A few more days on the Moors and seeing the Transporter Bridge

We did a lot of walking in the North York Moors – even when we were ‘going’ somewhere!  So this post will deal with 1 of the days that we were, sort of at least, heading somewhere and I will do a separate post for the days we actually set out just to walk (to the top of Roseberry Topping and to see Captain Cook’s Monument to be precise).

On day 2 in the Moors we headed to the nearest decent sized town, Stokesley, which turned out to be extremely pleasant.  The parking system was disc parking and, not having a disc, we drove through and parked as soon as we could, giving us a short walk back into town.  There are an awful lot of old buildings in Stokesley and the centre has a really nice feel about it, with lots of independent shops and several butchers, bakers and greengrocers.

We also found a dedicated running shop here (I needed a new water bottle).  The 1st bottle they showed me was £35 – I politely explained I wasn’t actually THAT much of a runner!  I did get what I wanted though, and then realised that I recognised the couple from my previous morning’s ‘run’ – I had stopped to wait for them to pass me with their 4 dogs as I was embarrassed by my shambling and didn’t want them to observe it!  These 2 are proper runners – he went up the hill like it  was a Sunday afternoon stroll, whereas I had to bully myself up this hill (all 20m or so of it…).  The shop is called Let’s Run, and they are very involved in coaching and getting beginners out with groups.

From here we headed towards Middlesborough as we both wanted to see the Transporter Bridge that crosses the Tees there.

We found it, and we went across the river on it (£1.30!), a very quick crossing after which we found ourselves in an area called Port Clarence, which used to be very busy, but which is now less so.

We had a quick drive around Middlesborough and were impressed by the evidence of past grandeur, and also the clear evidence of ongoing regeneration.

Making our way back the, slightly long way, we saw another bridge that appears to lift.  I have since discovered this to be the Newport Vertical Lift Bridge which is no longer in use, so no chance of seeing it in action unfortunately 😦

A couple of days later we decided to head south through the moors towards Helmsley.  Our route took us east first towards the National Park centre; we had to turn round and find somewhere suitable to park off the road (the car park charges in the National Parks are ridiculous – anything between £2.40 & £4, regardless of how long you’re staying – 10 minutes or 10 hours…)

The centre itself was interesting though, and we think that you must be able to book accommodation there as we heard the cashier asking for some astronomical sums of money!  (£324/£687..)  Or they were buying truckloads of pencils, notebooks and mugs 🙂

Map of the North York Moors


We travelled down through Danby and headed for Rosedale Abbey, a pleasant little village where we stopped for a cuppa.  There used to be a priory here, for nuns, and there are the remains of a tower from this period in the church yard.  The church itself isn’t actually particularly old.  There is also a school building that really confused us, as the front looked like houses but the end like a school!  Also the public footpath actually passes through the playground (although the gate is locked when the children are actually as school!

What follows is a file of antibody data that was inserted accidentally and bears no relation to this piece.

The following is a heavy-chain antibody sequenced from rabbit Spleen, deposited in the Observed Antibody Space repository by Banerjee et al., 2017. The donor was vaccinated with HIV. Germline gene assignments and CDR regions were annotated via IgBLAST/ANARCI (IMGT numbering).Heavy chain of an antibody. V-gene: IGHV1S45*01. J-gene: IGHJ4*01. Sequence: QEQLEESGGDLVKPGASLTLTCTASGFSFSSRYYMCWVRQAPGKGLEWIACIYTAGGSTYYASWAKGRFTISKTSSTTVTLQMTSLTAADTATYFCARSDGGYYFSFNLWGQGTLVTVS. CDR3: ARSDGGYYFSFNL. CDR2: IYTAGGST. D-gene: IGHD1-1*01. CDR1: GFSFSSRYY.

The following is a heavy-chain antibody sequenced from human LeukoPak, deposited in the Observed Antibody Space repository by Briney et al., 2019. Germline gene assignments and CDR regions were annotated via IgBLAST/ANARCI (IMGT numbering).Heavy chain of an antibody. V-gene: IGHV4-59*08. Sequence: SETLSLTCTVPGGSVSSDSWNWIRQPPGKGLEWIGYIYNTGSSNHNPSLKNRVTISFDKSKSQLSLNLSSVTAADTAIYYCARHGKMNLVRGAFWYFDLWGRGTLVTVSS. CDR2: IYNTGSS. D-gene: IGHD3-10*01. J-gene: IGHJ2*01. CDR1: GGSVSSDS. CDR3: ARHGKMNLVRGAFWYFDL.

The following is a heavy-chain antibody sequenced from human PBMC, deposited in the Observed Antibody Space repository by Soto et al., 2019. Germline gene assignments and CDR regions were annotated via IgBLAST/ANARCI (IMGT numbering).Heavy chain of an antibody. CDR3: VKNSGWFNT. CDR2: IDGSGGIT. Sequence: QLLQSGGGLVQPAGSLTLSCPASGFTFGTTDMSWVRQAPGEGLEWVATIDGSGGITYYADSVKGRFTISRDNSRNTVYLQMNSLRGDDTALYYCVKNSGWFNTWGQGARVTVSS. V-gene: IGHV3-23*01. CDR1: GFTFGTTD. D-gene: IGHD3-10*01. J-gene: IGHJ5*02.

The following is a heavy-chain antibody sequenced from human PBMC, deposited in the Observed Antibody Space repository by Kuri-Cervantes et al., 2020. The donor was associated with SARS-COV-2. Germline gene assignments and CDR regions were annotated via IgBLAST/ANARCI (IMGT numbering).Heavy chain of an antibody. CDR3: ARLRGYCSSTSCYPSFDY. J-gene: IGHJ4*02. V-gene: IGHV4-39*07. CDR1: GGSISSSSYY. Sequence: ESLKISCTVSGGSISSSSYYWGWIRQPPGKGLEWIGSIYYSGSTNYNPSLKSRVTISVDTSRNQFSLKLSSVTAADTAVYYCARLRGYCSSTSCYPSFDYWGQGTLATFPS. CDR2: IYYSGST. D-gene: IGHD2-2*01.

An old guy we were talking to in the café did tell us how many children attended the school – unfortunately I can’t remember how many, but we do know it was very few!

From here we took the road that DIDN’T avoid the steep hill.  We were so glad we did as at the top of the peak we found a number of structures that turned out to be the remains of old roasting kilns of Bank Top.  We spent a short time exploring these, together with a number of others who had been lucky enough to find them (or maybe they already knew about them..)

We then drove through Hutton-le-Hole, a really pretty little village with a brook babbling through it and the ubiquitous tea shops!  We would have loved to stop, but the same problem with parking raised it’s head and there wasn’t anywhere else suitable to park in the village.  We are honestly not skinflints, but with the amount of places we’re visiting we can easily stop 4, 5 or 6 times in a day.  If the car park tickets aren’t transferable  between car parks (which they aren’t usually)  this could cost between £10 & £25 per day depending on where you are….

Next stop was Helmsley, a lovely market town with it’s own castle (English Heritage).  We visited here, as usual quite late in the day!  It was quite interesting, in particular 1 of the rooms which still had the original panelling and frieze in place.  In the shop I found some recipe cards which I picked up and also bought some ginger curd to make one of the cheesecakes.  The recipe cards have since gone missing….  We’re now on the hunt to replace them!

As we left Helmsley we noticed that there were signs up for motorhome parking, so we investigated.  Motorhomes are indeed welcome to park overnight between 6.30pm and 9am – free 🙂

By now we were pleasantly shattered so headed home – via the Chip Shop in Great Ayton.  Long queue; lovely dinner!

Keep travelling! 🙂


Author: MandoraTheExplorer

Having given up full-time work we currently work a year to travel for 4-5 months, and we're hoping to continue this until we can retire properly! Currently living, and loving, life to the full :)


memories and moments spent travelling



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